More toothpastes recalled due to chemicals

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More toothpastes recalled due to chemicals

The government on Friday confirmed 149 additional toothpaste products from 10 Korean manufacturers contained potentially deadly chemicals, which could lead to massive recalls.

The discovery comes a day after the government pledged to roll out an extensive inspection of products released by 68 additional toothpaste makers in Korea, a couple of days after AmorePacific recalled 12 of its products that contained chloromethylisothiazolinone (CMIT) and methylisothiazolinone (MIT), two chemicals banned from use in Korean toothpaste.

CMIT and MIT are also the two key chemicals found in Oxy Reckitt Benckiser’s deadly humidifier sterilizers, which claimed the lives of more than 100 people earlier this year.

AmorePacific, the nation’s top cosmetics company, initially recalled 11 of its toothpaste products on Tuesday, but the Ministry of Food and Drug Safety later found there was an additional product under the popular Median label that was left out of the recall list.

Another local pharmaceutical company, Bukwang, announced it would recall some of its products in its four toothpaste brands, Sirinmed, Anti-Plaque, Bukwangtax and Kids, which encompasses some 20 products.

“We recently found out through news outlets that our toothpaste products may contain the same problematic chemicals because we use the same supplier,” the company said in a statement. “The chemicals in question were not identified in the report we received from the supplier, but it is assumed that they are in our products, too, so we are rolling out a recall plan on some of our products.”

Both Bukwang and AmorePacific source some of their products’ ingredients from local chemical supplier Miwon Commercial, which has been accused of supplying ingredients containing CMIT and MIT without properly notifying the manufacturers.

The government will also look into 11 cosmetics and quasi-drug manufacturers this week. AmorePacific has so far been the only company found using CMIT and MIT over the limit. It will consequently inspect other products in the cosmetics and quasi-drug categories, which includes detergents, fabric conditioners and air fresheners, to see if the controversial chemicals are used over the limit.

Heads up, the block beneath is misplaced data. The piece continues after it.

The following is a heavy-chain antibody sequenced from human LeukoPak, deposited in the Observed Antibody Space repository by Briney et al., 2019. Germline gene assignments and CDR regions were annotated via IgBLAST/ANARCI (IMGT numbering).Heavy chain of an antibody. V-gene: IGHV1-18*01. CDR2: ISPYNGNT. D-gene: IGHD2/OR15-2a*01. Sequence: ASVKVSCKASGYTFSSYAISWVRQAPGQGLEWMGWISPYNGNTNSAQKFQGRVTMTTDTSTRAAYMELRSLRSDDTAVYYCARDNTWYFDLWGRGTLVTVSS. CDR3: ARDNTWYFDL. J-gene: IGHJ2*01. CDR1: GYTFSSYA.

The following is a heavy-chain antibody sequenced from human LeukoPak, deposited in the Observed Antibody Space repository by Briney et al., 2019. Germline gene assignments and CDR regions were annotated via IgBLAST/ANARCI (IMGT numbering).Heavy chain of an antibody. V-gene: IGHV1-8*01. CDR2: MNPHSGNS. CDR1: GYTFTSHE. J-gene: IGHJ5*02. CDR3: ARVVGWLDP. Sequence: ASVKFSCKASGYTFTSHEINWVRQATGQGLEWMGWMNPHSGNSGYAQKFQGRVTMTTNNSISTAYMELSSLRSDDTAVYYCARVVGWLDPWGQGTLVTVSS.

In European countries, CMIT and MIT are allowed in products at a limit of 15 parts per million. AmorePacific’s recalled products contain the problematic chemicals ranging from 0.0022 to 0.0044 parts per million.

In the United States, there is no such regulation on CMIT and MIT.

An official at the ministry explained that the amount found in Korean toothpaste can hardly have any harmful effect to the human body, especially since users tend to wash their mouth after using the products.

He added that even if all the residue is absorbed by the body, the amount is too minimal to have any toxic consequences.

For washable cosmetics such as shampoo and rinse, 15 parts per million of CMIT and MIT are allowed in Korea. For unwashable cosmetics such as lotion and makeup products, the chemicals are completely prohibited.

Since AmorePacific started the recall on Wednesday, some 1.5 million units of its toothpaste products were either exchanged or refunded as of Thursday. The company’s shares fell 0.26 percent on Friday, closing at 389,000 won ($353).

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